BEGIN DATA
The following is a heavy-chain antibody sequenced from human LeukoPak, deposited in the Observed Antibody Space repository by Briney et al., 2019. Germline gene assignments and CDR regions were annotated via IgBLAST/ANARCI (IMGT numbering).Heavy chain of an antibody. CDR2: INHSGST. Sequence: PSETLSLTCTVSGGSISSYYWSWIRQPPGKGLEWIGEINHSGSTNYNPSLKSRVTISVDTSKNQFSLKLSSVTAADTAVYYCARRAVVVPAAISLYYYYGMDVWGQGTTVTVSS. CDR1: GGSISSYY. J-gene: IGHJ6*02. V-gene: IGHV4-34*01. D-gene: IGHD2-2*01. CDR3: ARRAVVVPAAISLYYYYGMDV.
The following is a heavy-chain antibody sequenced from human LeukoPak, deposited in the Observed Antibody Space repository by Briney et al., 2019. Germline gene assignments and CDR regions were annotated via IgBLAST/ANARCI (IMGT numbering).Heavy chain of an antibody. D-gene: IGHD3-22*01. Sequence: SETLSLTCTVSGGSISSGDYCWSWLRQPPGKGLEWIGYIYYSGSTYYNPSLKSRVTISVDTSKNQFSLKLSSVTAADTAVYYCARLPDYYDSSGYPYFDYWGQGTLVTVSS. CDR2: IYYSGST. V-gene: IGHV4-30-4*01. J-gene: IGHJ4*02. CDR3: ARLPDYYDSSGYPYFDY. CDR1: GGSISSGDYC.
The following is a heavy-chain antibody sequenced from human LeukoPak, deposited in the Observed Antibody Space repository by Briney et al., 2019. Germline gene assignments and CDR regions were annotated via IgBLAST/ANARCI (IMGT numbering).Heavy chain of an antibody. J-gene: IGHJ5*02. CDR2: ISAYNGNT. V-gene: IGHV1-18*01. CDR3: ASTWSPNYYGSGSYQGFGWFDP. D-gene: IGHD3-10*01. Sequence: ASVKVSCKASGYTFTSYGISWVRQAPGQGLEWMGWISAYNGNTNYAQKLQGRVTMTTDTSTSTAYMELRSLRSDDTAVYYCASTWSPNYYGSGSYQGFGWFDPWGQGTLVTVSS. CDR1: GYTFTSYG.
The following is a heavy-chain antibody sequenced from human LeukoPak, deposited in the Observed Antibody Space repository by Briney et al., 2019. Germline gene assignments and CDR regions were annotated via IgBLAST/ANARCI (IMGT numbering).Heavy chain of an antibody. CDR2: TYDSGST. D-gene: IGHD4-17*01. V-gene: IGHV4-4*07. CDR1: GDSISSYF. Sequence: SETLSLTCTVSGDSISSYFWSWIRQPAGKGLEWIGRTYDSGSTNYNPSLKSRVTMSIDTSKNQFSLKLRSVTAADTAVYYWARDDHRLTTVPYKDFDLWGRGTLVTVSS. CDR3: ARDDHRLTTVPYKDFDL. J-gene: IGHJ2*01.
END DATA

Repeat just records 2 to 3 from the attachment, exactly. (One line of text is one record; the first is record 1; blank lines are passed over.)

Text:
The following is a heavy-chain antibody sequenced from human LeukoPak, deposited in the Observed Antibody Space repository by Briney et al., 2019. Germline gene assignments and CDR regions were annotated via IgBLAST/ANARCI (IMGT numbering).Heavy chain of an antibody. D-gene: IGHD3-22*01. Sequence: SETLSLTCTVSGGSISSGDYCWSWLRQPPGKGLEWIGYIYYSGSTYYNPSLKSRVTISVDTSKNQFSLKLSSVTAADTAVYYCARLPDYYDSSGYPYFDYWGQGTLVTVSS. CDR2: IYYSGST. V-gene: IGHV4-30-4*01. J-gene: IGHJ4*02. CDR3: ARLPDYYDSSGYPYFDY. CDR1: GGSISSGDYC.
The following is a heavy-chain antibody sequenced from human LeukoPak, deposited in the Observed Antibody Space repository by Briney et al., 2019. Germline gene assignments and CDR regions were annotated via IgBLAST/ANARCI (IMGT numbering).Heavy chain of an antibody. J-gene: IGHJ5*02. CDR2: ISAYNGNT. V-gene: IGHV1-18*01. CDR3: ASTWSPNYYGSGSYQGFGWFDP. D-gene: IGHD3-10*01. Sequence: ASVKVSCKASGYTFTSYGISWVRQAPGQGLEWMGWISAYNGNTNYAQKLQGRVTMTTDTSTSTAYMELRSLRSDDTAVYYCASTWSPNYYGSGSYQGFGWFDPWGQGTLVTVSS. CDR1: GYTFTSYG.